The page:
WILLIAM WALLACE WOTHERSPOON was born in Washington, D.C., on 16 November 1850; was educated in private schools; served aboard ship as a mate in the United States Navy, 1870-1873; was commissioned a second lieutenant and assigned to the 12th Infantry, October 1873; served in the West during the Indian wars as a troop officer and quartermaster, 1874-1881; served with the 12th in northern New York, 1881-1887; married Mary C. Adams, 1887; was on sick leave 1888-1889; superintended the enlargement of the Soldiers' Home in Washington, 1889-1890; served at Fort Sully and at Mount Vernon Barracks, where he trained a company of Apache prisoners, 1890-1894; was promoted to captain, 1893; was aide to General Oliver O. Howard, commander of the Department of the East, 1894; was professor of military science and tactics at Rhode Island College, 1894-1898; was on recruiting duty at Fort McPherson and organized the 3d Battalion, 12th Infantry, 1898; served in the Philippines against insurgents and as collector of customs at Iloilo, 1899-1901; was promoted to major and transferred to the 30th Infantry, 1901; commanded the 2d Battalion, 6th Infantry, at Fort Leavenworth and then taught at the General Staff College, 1902-1904; was promoted to lieutenant colonel and assigned to the 14th Infantry, 1904; was transferred to the 19th Infantry and graduated from the Army War College, 1905; was director of the Army War College, 1904-1906; was chief of staff of the Army of Cuban Pacification, 1906-1907; was acting president of the Army War College and chief of the Third Division, General Staff, 1907; was promoted to brigadier general, October 1907; was president of the Army War College, 1907-1909 and 1910-1912, and largely instrumental in transforming it from an adjunct of the General Staff to an autonomous educational institution; was assistant to the chief of staff, 1901-1910 and 1912-1914; was promoted to major general, May 1912, serving as commander of the Department of the Gulf until September; was chief of staff of the United States Army 21 April-15 November 1914; called attention to shortages of officers and noncommissioned officers for Army missions, emphasized the need to reevaluate coast defenses to meet heavier-gunned battleships, saw establishment of an aviation section in the Signal Corps and the completion of the Panama Canal; retired from active service, November 1914; served as superintendent of public works for the state of New York, 1915-1920; died in Washington, D.C., on 21 October 1921.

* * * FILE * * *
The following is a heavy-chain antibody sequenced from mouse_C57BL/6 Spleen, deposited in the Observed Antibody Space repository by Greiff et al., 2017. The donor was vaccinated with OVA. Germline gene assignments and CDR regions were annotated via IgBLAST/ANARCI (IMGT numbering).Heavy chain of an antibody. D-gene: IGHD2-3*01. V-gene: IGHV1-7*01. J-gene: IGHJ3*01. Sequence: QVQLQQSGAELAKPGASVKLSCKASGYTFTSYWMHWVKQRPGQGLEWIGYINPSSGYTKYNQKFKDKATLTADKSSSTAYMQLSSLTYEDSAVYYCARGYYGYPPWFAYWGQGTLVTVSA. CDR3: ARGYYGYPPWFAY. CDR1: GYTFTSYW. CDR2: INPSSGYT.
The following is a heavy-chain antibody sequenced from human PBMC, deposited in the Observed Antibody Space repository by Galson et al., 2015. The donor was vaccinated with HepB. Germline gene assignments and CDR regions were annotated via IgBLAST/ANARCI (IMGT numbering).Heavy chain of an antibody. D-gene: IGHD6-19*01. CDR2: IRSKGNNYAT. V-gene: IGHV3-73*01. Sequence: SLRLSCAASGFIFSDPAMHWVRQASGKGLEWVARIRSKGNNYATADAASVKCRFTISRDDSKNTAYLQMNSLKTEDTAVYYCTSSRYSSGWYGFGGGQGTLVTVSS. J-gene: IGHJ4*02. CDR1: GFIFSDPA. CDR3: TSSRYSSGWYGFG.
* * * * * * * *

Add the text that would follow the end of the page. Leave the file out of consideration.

Thomas W. Orlando (1931-) received a bachelor of arts degree from City College of New York in 1954 and then pursued advanced studies at the Art Students League, the National Academy of Design, the Cape School of Art, and the Brooklyn Museum. During a two-year tour in the United States Navy (1956-1957), he directed a number of art projects for the Office of Public Information. He later joined the faculty of the Pratt-Phoenix Schoolon Manhattan, where he taught advanced drawing and painting until his retirement in 1994. During his career his work was featured in one-man shows at the Berkshire Museum, Newsweek Gallery 10, and a number of private galleries, as well as represented in group shows at the Allied Artists of America, the National Art Club, the Salmagundi Club, the Pratt Institute Gallery, and others. His portrait of Maj. Gen. William W. Wotherspoon was developed from photographs, and is reproduced from the Army Art Center.
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